HAVANA (Reuters) - Cubans applauded on Tuesday the passage of a bill by the U.S. Congress that would ease some travel and trade restrictions against the communist island, but said they hope for more changes under President Barack Obama.
The bill, which appropriates $410 billion to fund the U.S. government, includes provisions allowing Cuban-Americans to visit their families in Cuba more frequently and makes it easier to sell agricultural and medical goods to Cuba.
It undoes some Bush administration rules that toughened the 47-year-old U.S. trade embargo against Cuba, a Cold War policy which Havana blames for the perennial economic woes afflicting the island just 90 miles from Florida.
“I’m happy they are easing the rules so the Cubans can come. Families should not have to suffer because of political disputes between governments,” teacher Hugo Alfonso told Reuters in Havana.
“Cubans have suffered the embargo for many years and (President George W.) Bush tightened the rope. Now is the time to improve relations between the two countries,” he said.
In Miami, there were mixed reactions from the Cuban exile community, which is split between those who favor greater contact and opening between Washington and Havana and some anti-communist hard-liners who oppose any easing of U.S. sanctions on Cuba under the rule of Fidel and Raul Castro.
The bill, which Obama still must sign into law, would allow Cuban-Americans to visit the island annually instead of once every three years as the Bush government mandated. They could also stay longer than the current two weeks.
“People-to-people contact is the number one factor of change in a closed society like the one in Cuba. It’s also the right of a Cuban to be able to return to his country,” Ramon Saul Sanchez, head of the Democracy Movement, said in Miami.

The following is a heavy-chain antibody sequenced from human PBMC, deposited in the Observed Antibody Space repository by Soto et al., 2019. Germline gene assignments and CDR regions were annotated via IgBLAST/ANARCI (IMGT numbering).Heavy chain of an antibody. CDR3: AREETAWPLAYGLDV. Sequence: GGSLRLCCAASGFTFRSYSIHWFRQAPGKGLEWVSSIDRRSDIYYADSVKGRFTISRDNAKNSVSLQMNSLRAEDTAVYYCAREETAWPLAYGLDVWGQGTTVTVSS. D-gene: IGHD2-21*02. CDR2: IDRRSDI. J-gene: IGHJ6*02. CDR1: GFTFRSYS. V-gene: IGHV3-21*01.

But he urged President Obama to use his authority to completely lift restrictions on travel. “He can do it with the stroke of a pen,” he said.
The bill also would permit marketers and sellers of agricultural and medical products, which are exempted from the embargo, to travel more easily to Cuba.
“It will be something good that will improve commerce with the United States,” 19-year-old Arnier Negrin said in Havana. “I hope they change other things, but I’m not too optimistic.”
But in Miami, anti-Castro Cuban exile TV and radio commentator Ninoska Perez criticized the steps contained in the bill as “rewarding a 50-year-old dictatorship”.
“It has nothing to do with the families because there are a lot of families that cannot travel to Cuba ... It’s pure economic interests,” she said.
Obama raised hopes for change in Cuba with promises that he would permit family members to visit the island more frequently and raise the $100-per-month limit on cash remittances they may send to their relatives on the island.
The remittances are important for many Cubans, who receive several social benefits, but scrape by on salaries that average only about $20 a month.
Many on the island believe Obama will end the embargo, although he said during the presidential campaign that he would maintain the policy to use as leverage for change in Cuba.
Cuban President Raul Castro and his older brother and predecessor Fidel Castro have praised Obama’s personal qualities, but tried to dampen expectations by saying that one man cannot change long-standing U.S. policy aimed at toppling the Cuban government.
Tuesday’s bill ran into surprisingly stiff opposition, including from two of Obama’s fellow Democrats, showing that change in U.S.-Cuba policy will not come easily.
Still, Niurys Alfaro, 25, said her hopes remain high.
“I would like for Obama to change things and I believe he understands that the hostile policy of his country serves nothing,” she said.
“I hope they let him do good things.”
Additional reporting by Tom Brown and Pascal Fletcher in Miami; Editing by Jeff Franks and Anthony Boadle
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